USS Mervine (DD-489)
|Builder:||Federal Shipbuilding and Drydock Company|
|Laid down:||3 November 1941|
|Launched:||3 May 1942|
|Commissioned:||17 June 1942|
|Reclassified:||DMS-31, 30 May 1945|
|Decommissioned:||27 May 1949|
|Struck:||31 July 1968|
|Fate:||Sold 27 October 1969 and broken up for scrap|
|Class and type:||Gleaves-class destroyer|
|Length:||348 ft 4 in (106.17 m)|
|Beam:||36 ft (11 m)|
|Draft:||17 ft 5 in (5.31 m)|
|Speed:||over 30 kn (56 km/h; 35 mph)|
|Range:||6,500 nmi (12,000 km; 7,500 mi) at 12 kn (22 km/h; 14 mph)|
USS Mervine (DD-489/DMS-31), a Gleaves-class destroyer, was the second ship of the United States Navy to be named for Rear Admiral William Mervine, who served during the War of 1812, the Mexican–American War and the American Civil War. Mervine was laid down on 3 November 1941 by the Federal Shipbuilding & Dry Dock Company of Kearny, New Jersey and launched on 3 May 1942, sponsored by Miss Mildred Mervine great-granddaughter of the admiral. The ship was commissioned on 17 June 1942, with Lieutenant Commander S. D. Willingham in command.
Following a shakedown cruise off Cuba, Mervine reported for duty with the Gulf Sea Frontier at New Orleans, 30 August 1942. Assigned to escort work, she accompanied merchantmen as they plied the Gulf and West Indian shipping lanes, which during the preceding months had gained the dubious distinction of suffering the heaviest losses to U-boat activity in the eastern Atlantic.
In October Mervine left the gulf and steamed to Norfolk where she Joined Task Force 34 (TF 34) and sailed east. Toward midnight on 7 November she arrived off Safi, Morocco, and took up her station for Operation TORCH the invasion of North Africa. During the landings on 8 November, she acted as control vessel and provided fire support for the assault forces on Red Beach, north of Safi. She remained on patrol in the area for the next five days and then returned to New York. There she resumed escort assignments and for the next seven months guarded coastal and transatlantic convoys.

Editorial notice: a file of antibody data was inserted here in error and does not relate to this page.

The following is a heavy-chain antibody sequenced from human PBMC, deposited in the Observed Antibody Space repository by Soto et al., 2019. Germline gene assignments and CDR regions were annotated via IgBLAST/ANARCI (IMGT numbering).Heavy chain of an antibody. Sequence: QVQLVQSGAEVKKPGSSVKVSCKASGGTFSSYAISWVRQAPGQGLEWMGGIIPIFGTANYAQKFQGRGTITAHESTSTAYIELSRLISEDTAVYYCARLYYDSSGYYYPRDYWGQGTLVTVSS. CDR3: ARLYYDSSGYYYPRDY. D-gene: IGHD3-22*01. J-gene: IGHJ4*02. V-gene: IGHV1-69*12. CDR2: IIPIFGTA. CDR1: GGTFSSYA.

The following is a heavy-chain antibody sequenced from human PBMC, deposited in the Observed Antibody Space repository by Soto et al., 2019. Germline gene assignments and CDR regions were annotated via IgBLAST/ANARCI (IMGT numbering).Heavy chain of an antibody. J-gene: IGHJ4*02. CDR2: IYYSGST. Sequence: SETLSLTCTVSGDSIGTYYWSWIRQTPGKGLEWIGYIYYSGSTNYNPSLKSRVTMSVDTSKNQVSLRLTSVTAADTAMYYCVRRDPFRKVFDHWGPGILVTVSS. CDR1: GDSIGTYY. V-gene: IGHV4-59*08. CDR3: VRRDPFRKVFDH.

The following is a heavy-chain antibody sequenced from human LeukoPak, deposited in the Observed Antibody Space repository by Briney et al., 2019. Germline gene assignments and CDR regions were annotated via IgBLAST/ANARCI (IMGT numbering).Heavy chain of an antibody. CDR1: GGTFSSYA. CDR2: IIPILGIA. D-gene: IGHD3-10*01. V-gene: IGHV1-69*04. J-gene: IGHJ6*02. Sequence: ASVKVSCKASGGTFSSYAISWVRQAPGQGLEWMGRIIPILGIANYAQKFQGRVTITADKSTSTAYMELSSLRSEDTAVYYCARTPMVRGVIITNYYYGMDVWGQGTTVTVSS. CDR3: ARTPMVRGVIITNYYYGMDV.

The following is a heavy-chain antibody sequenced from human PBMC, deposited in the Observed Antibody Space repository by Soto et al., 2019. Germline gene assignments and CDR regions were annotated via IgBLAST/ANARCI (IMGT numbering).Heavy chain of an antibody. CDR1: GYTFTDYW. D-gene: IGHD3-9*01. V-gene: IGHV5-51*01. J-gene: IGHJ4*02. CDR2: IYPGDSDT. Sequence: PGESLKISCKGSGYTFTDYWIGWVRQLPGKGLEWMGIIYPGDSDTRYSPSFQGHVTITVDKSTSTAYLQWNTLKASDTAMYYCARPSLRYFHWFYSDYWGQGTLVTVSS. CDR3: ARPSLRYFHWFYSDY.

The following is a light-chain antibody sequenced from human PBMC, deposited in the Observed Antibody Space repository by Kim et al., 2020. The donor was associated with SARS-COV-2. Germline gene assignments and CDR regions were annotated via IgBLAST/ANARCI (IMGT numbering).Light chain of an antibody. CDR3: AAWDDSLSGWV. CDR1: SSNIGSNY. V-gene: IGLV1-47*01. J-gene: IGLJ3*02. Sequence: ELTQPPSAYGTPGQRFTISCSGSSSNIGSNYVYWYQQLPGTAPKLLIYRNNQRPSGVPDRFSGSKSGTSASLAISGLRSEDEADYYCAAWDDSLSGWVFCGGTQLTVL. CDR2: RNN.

On 8 June 1943 Mervine departed with TF 65 for North Africa. Arriving at Mers-el-Kebir on 22 June, she joined TF 85 and on 5 July departed for Sicily and Operation HUSKY. From 10 July through 13 July, she cruised off Scoglitti and along the coast of the Camerina Plain, providing fire support for the 7th Army's assault troops. She then returned to escort work in the North Atlantic and the Mediterranean.
In the spring of 1945, as Allied forces in the Pacific pushed closer to the Japanese home islands and their need for minesweepers increased—doubly so with the disastrous toll among that type ship in the Ryukyus—Mervine was designated for conversion. On 23 May she entered the Philadelphia Navy Yard where she became a destroyer minesweeper. Reclassified as DMS-31 on 30 May 1945, she departed for Norfolk on 15 July, and continued on to the Pacific. En route at the time of the Japanese surrender she arrived at Buckner Bay, Okinawa, on 28 September. In October, she swept mines off the China coast near Kokuzan. Shifting to Japanese waters the following month, she operated first off Kyūshū and then off Honshū.
Mervine reported to San Francisco on 31 March 1946 for two years of west coast operations before returning to the Far East. On 25 March 1948 she arrived at Yokosuka and continued on to Tsingtao, China, where she carried out escort, rescue, and training assignments until 5 October when she departed for the United States. Arriving at her homeport San Diego, in November, she soon departed again for training and availability at Pearl Harbor. On 15 February 1949 she returned to southern California for the last time. On 27 May she decommissioned and entered the Pacific Reserve Fleet at San Diego. Redesignated DD-489 again on 15 July 1955, she remained at San Diego until the end of the decade and then was transferred first to the Columbia River Reserve Group and finally to Bremerton. Struck on 31 July 1968 from the Navy list, she was sold for scrap in 1969.